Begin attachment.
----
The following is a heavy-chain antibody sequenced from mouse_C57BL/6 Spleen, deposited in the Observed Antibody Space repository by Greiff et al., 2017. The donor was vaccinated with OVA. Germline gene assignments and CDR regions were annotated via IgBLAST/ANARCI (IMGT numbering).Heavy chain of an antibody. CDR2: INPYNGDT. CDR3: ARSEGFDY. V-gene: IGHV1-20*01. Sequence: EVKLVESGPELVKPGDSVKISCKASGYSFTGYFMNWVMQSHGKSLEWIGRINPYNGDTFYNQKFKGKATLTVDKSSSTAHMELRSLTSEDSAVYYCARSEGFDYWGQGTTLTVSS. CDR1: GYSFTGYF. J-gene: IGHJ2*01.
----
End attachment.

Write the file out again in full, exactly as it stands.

The following is a heavy-chain antibody sequenced from mouse_C57BL/6 Spleen, deposited in the Observed Antibody Space repository by Greiff et al., 2017. The donor was vaccinated with OVA. Germline gene assignments and CDR regions were annotated via IgBLAST/ANARCI (IMGT numbering).Heavy chain of an antibody. CDR2: INPYNGDT. CDR3: ARSEGFDY. V-gene: IGHV1-20*01. Sequence: EVKLVESGPELVKPGDSVKISCKASGYSFTGYFMNWVMQSHGKSLEWIGRINPYNGDTFYNQKFKGKATLTVDKSSSTAHMELRSLTSEDSAVYYCARSEGFDYWGQGTTLTVSS. CDR1: GYSFTGYF. J-gene: IGHJ2*01.